People who eat products with artificial sweeteners often eat more than those of us who don’t. Many a time, we tell ourselves, “I had a diet soda so I can eat real ice cream—and more of it.” But if we ate, say, an entirely sugar-sweetened root-beer float, most of us would simply eat either a small one or have a larger one as an infrequent indulgence. In fact, we might not even want a big one because our bodies would perceive the caloric value of that sugar.
The reasons for this go far beyond the havoc artificial sweeteners can wreak on your metabolism.
- Most artificial sweeteners are far sweeter than sugar: aspartame is 180 times sweeter than sugar, saccharin 300 times, and sucralose (brand name Splenda®) 600 times. They make even naturally-sweet foods seem not sweet enough so we require ever-sweeter foods to satisfy our natural taste for sugar.
- This habituation is a classic sign of addiction, and indeed people who try to reduce their intake of artificial sweeteners can suffer withdrawal cravings.
- Aspartame also affects the levels of the brain chemical serotonin, which is produced from carbohydrates, especially glucose, a sugar that is the brain’s preferred energy source. Aspartame is linked to mood swings and depression due to depressed serotonin levels, as well as cravings, then binge eating in an attempt to rebalance serotonin levels.
Everyone Needs a Sweet Treat Now and Then
Because sweets are just pure joy for the mouth. And the truth is, reasonable amounts of sugar generally won’t harm your waistline or your health. (If you’re diabetic, check with your healthcare provider.)
The key is reasonable.
The World Health Association’s recommended maximum daily amount of added sugar (including natural-sounding sugars like “fruit juice concentrate”): 25 grams per day, which comes out to just under 6 teaspoons.
The average American consumes about 189 grams, or 47 teaspoons, of added sugars and artificial sweeteners a day. That’s about 756 calories from sugar a day, and because all calories are not created equal, your body will store much of that sugar as fat. This tremendous amount of sugar is, in itself, also the most significant factor in metabolic syndrome, leading to the lifestyle diseases of obesity, diabetes, and heart disease.
And the Right Sweeteners Can Help You Get There…Despite What We Said Above
There are no two ways about it.
Artificial sweeteners are bad for you because they
- impair your normal controls against overeating.
- distort your insulin response and gut bacteria.
- depress brain chemicals, especially serotonin, triggering both depression and binge eating.
That said, there are 4 relatively natural, non-caloric sweeteners that can help you wean yourself from the mountain of sugar and artificial sweeteners that are hiding in most of the foods we eat. They are: monkfruit sweetener (Monk Monk Fruit in the Raw, Nectresse®, lo han guo), unprocessed Stevia powder/liquid/syrup, erythritol (if your use is generally low; erythritol is a sugar alcohol, which in large quantities can have undesirable gastrointestinal side effects.), or inulin (from chicory root). Inulin has the added advantage of being a pre-biotic, meaning it can help good gut bacteria flourish and help suppress appetite.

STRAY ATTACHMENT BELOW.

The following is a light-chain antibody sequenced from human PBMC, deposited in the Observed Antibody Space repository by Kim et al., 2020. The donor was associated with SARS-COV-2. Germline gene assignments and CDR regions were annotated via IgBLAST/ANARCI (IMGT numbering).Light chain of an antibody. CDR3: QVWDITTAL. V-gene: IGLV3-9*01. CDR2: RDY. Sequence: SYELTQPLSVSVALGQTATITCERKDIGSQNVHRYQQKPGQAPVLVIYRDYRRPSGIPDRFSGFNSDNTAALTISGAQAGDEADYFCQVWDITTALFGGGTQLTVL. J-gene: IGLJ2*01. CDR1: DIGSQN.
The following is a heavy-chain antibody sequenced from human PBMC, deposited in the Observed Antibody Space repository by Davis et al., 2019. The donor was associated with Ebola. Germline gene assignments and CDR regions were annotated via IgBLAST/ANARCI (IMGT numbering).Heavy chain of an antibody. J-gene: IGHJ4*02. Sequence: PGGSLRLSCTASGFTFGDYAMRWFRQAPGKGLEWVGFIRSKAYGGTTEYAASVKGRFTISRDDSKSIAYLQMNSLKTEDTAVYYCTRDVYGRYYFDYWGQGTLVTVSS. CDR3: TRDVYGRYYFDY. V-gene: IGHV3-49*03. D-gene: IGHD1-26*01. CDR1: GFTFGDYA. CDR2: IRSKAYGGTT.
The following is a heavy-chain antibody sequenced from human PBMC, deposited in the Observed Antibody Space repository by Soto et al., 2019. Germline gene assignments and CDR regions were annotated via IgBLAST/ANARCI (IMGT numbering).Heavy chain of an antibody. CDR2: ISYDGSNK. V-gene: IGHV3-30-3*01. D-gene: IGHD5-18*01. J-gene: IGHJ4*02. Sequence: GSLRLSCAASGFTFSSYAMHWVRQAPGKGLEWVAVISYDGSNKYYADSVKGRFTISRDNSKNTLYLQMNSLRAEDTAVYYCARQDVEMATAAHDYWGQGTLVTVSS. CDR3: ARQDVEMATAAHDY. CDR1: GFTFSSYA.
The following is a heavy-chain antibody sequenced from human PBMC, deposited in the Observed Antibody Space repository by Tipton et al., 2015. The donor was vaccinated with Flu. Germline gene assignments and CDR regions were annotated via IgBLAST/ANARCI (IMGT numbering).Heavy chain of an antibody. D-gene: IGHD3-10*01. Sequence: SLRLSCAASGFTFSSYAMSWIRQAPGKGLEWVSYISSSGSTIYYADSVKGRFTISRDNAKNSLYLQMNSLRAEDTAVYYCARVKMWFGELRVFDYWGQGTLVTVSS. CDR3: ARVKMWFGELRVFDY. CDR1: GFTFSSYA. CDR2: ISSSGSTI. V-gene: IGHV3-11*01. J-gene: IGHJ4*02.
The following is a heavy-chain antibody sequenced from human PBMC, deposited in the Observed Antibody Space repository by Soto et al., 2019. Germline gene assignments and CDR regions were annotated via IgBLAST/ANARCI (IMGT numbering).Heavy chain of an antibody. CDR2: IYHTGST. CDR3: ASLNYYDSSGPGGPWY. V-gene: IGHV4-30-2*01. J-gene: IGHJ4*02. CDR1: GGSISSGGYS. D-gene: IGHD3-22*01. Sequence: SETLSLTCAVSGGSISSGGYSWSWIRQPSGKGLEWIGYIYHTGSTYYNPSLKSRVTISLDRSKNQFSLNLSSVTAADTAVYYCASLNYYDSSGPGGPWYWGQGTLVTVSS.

But these sweeteners should be a method to handle sugar cravings as you detox from added sugars and artificial sweeteners.
On a daily basis, fruit is by far the best way to satisfy your sweet tooth. Fruit has vitamins and minerals and enough fiber that it slows the absorption of sugar into your bloodstream so you get a nice glow of energy along with the sweet taste. And it’s very hard for most people to eat so much fruit that it contributes to diabetes or obesity. Fruit can and should be an everyday indulgence.
Despite what the food and beverage industry wants us to believe, sugar is not a food. Food isn’t just sweet: it’s earthy, bitter, hearty, tangy, sour, salty, creamy, savory in a million different combinations. But our appreciation for all those wonderful tastes is being extinguished by the food-like quantities of sugar and the overwhelming sweetness of artificial sweeteners in prepared foods.
Sugar? Belongs in sweet treats you totally love that complete all the other flavors of your meals.
To learn how to eat great food without feeling deprived—and still indulge your sweet tooth without triggering fat-storing, click here.
 Swithers SE, Sample CH, Davidson TL. (April, 2013). Adverse effects of high-intensity sweeteners on energy intake and weight control in male and obesity-prone female rats. Behav Neurosci. 127(2), 262-274
 Suez J, Korem T, Zeevi D, et al. (October 9, 2014). Artificial sweeteners induce glucose intolerance by altering the gut microbiota. Nature. 514, 181-186.
 Jaslow R. (March 5, 2014) World Health Organization lowers sugar intake recommendations. CBS News.